And they're spending billions. I would love to see a government bureaucrat decide the arbitrary amount of time a product's function should continue function, and then see all of the capital investment in world flock to that country to provide jobs for the people....lol....

Chris said...

"So who decides how much? Who comes up with that arbitrary percentage amount of profits that should be distributed to the work force? How does one decide how much profit is too much? What gives the government the right to violently force corporations to distribute that arbitrary amount of profits?"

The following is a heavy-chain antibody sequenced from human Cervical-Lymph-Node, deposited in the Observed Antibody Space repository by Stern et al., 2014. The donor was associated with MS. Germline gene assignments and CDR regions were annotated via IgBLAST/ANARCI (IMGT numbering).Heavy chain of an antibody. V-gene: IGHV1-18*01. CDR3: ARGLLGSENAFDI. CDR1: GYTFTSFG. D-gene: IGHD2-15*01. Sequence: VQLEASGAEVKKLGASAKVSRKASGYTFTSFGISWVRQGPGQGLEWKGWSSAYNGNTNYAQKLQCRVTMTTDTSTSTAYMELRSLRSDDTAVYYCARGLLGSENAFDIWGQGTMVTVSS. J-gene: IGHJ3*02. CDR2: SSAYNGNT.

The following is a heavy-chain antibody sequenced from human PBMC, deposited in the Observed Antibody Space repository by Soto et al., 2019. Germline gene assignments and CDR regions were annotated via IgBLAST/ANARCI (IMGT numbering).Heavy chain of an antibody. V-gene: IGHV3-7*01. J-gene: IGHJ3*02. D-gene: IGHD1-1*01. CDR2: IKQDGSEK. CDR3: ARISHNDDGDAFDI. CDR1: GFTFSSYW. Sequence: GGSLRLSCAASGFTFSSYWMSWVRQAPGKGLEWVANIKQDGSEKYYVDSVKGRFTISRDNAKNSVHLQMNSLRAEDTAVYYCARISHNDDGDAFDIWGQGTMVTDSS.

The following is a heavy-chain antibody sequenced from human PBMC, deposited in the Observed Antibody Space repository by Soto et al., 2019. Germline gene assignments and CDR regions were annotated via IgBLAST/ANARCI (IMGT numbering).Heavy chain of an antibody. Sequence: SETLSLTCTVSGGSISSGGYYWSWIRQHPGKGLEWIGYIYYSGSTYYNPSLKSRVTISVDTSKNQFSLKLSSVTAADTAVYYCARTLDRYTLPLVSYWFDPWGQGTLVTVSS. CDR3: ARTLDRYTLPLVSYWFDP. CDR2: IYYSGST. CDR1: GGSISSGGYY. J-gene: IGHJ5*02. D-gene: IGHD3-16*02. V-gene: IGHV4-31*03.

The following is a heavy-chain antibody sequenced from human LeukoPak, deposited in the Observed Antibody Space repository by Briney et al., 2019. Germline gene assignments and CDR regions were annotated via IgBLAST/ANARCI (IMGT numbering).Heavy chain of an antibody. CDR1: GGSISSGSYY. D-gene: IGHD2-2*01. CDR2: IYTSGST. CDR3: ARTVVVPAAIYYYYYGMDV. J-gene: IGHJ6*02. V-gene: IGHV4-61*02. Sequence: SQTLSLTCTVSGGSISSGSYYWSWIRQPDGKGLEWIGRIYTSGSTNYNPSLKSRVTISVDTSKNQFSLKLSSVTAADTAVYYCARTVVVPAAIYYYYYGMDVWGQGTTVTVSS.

The poverty line, of course. A health income comfortably above the poverty line is fair.

Furlong said...

"This is what is known as changing the subject, Josh. You were beaten on this point. Concede it or get labeled a liar to yourself."

The problem is that you do not understand that its all the same subject. Planned obsolescence only occurs because consumers can afford it. And planned obsolescense is a strategy that only evolved after the creation of the federal reserve. In a society of extremely limited resources, and a currency backed by gold, consumers would be more responsive and would not be able to afford to purchase junk.

Furlong said...

"WRONG. It has been growing exponentially since Reagan. What happened during Reagan? A serious curing of union power. Before Reagan the pay of CEOs in comparison to employees was still reasonable. It is the process of "downsizing" when CEOs started to be paid outrageous sums. Why were they paid those sums? Because they were expected to bust the unions."